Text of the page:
According to the latest World Bank Review of Vietnam’s urbanization, the speed of urbanization is 30 per cent annually and population growth is 3.4 per cent per year.
Vietnam is at an incipient stage of urbanization, transitioning to an intermediate stage with visible administrative, physical, economic, demographic and welfare shifts. Most of the population lives in big cities such as Hanoi and Ho Chi Minh City.
The review showed that driven by strong government commitment to include development and positive spillover from metropolitan cities to the hinterlands, two independent dominant core urban systems, Hanoi and HCMC, are driving rapid economic growth.
The two cities manifest different economic growth trajectories, driven by different conditions of economic geography.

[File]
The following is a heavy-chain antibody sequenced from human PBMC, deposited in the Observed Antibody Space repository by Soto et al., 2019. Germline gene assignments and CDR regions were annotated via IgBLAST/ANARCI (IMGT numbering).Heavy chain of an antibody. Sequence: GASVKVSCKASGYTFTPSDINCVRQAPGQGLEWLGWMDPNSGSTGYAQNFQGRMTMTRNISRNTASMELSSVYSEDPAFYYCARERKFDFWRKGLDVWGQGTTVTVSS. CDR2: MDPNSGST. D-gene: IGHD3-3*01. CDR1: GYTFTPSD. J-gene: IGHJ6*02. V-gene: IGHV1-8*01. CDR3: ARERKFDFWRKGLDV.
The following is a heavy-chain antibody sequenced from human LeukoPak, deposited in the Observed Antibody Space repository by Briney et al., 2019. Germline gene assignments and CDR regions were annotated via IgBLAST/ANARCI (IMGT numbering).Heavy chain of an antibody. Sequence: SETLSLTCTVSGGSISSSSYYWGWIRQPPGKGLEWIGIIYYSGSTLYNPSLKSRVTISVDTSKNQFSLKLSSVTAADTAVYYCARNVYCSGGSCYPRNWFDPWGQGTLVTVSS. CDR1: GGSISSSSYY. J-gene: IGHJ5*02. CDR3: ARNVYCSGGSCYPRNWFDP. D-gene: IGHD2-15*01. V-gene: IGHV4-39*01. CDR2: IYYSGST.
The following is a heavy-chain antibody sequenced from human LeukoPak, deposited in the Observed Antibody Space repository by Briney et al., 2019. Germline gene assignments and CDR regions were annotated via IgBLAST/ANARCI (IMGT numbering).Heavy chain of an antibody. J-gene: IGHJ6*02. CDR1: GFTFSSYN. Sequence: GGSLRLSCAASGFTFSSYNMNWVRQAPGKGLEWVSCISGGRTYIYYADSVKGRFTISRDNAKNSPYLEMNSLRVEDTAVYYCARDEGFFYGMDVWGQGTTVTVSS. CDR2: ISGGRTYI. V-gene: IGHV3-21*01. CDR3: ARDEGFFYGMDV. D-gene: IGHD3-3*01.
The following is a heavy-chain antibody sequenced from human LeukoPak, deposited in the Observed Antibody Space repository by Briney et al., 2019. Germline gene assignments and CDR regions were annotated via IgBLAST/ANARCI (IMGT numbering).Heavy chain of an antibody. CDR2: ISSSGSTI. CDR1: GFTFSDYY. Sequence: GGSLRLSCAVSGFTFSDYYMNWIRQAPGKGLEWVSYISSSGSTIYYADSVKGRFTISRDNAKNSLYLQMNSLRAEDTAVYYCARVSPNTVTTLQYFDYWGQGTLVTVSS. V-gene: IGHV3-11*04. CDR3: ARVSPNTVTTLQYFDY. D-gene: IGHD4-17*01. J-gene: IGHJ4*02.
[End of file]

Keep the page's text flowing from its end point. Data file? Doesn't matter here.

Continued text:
The two urban systems of Hanoi and HCMC are seriously limiting their competitive advantage on account of logistic bottlenecks and have disproportionately high transport costs.
Vietnam has achieved about 96 per cent access to electrical power supply, which is highly commendable for a developing country.
In addition, urbanization pointed out only 5 per cent of the population with highest income in Hanoi and HCMC can buy houses and land. Real estate prices in Hanoi and HCMC are much higher than cities in Asia and vacant land price in Hanoi is much higher than in HCMC.
World Bank suggests that planned transit systems will have to take into account market driven and evolving land use patterns in cities.